When the ministry of health was moving into new offices in Government Building #3, a package of documents disappeared. The lost documents were related to the lists of medicine to be sent to Armenia by the United Armenian Fund (USA), including, among other things, a list of medicine and medical supplies that the fund was in a position to send, and a list of the medicine that was needed in Armenia , presented to the UAF by Artashes Bisharyan. It was clear from these documents what kinds of medicine Artashes Bisharyan had advised donors not to send to Armenia , describing them as not being in demand. We have learned that the heads of at least twelve clinics testifying before the Prosecutor's Office a year ago stated that they had not been given the medicines they needed by Artashes Bisharyan, although they were available at the Humanitarian Center.
We met with some of these doctors, but they were unwilling to discuss the matter publicly. "Bisharyan told me, 'Take what we give you and go and do your job and keep your head down'", one clinic chief who refused to give us his name told us. A number of clinics went to the Department of Medical and Technological Supply of the Ministry of Health to ask for medicine, but they were turned down. The reason was the fact that these drugs were imported either by Bisharyan's company, Deghabaza Yerevan, or by the companies of his friends. Artashes Bisharyan controls the entire pharmaceutical market of Armenia . Supply and demand, and the prices of all kinds of medicine imported to Armenia are determined with his active participation, as the chairman of the Association of Pharmacists. He grants the licenses for importing medicine to Armenia and decides which organization should import any given drug.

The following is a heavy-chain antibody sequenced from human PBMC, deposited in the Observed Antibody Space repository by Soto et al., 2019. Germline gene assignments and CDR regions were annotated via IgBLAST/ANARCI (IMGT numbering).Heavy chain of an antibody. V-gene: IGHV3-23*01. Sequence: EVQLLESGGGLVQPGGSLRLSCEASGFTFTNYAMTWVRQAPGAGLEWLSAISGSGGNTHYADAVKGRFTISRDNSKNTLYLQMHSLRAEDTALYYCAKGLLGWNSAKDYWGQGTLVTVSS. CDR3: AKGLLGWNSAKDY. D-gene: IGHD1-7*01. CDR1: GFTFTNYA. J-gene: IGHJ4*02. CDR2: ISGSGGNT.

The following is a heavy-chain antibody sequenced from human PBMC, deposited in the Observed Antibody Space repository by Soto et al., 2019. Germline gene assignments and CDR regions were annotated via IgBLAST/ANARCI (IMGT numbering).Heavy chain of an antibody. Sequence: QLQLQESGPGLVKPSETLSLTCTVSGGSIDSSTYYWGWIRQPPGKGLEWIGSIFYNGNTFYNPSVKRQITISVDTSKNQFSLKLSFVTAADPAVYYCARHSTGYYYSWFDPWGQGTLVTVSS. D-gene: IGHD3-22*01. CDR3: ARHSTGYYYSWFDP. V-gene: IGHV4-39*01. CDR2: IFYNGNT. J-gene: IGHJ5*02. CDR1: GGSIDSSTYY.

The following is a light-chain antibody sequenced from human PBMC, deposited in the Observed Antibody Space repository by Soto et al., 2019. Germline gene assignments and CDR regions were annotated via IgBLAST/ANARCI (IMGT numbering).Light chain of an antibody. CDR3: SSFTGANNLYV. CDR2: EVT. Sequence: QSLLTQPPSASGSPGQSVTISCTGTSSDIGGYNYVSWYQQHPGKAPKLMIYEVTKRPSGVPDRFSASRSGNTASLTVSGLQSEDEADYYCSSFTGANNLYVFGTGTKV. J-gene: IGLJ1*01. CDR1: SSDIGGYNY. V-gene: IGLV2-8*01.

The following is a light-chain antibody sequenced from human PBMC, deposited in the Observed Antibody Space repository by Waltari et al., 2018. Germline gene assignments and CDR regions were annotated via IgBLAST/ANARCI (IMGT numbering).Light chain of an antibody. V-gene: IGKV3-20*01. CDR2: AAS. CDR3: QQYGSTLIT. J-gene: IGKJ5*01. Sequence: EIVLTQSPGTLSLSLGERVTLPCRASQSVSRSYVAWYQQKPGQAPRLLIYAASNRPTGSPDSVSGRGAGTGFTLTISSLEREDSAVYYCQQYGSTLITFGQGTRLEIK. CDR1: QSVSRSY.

This influential official from the Ministry of Health has been "regulating" the field for years now. In 2002, the Prosecutor's Office attempted to bring an action against Bisharyan. Prosecutor Alik Sirunyan was in charge of the case, but it was dismissed for unknown reasons.
Also in 2002, as head of the Department of Medical and Technological Supply of the Ministry of Health, Artashes Bisharyan supplied Polyclinic #2 in Hrazdan with a portion of the humanitarian medicine sent to Armenia . But this polyclinic had been closed, within the framework of the health system optimization program. Bisharyan signed documents providing the closed polyclinic with 26 million drams (about $46,000) worth of medicine. We are working on finding out which pharmacies these drugs were sold through.
To be continued.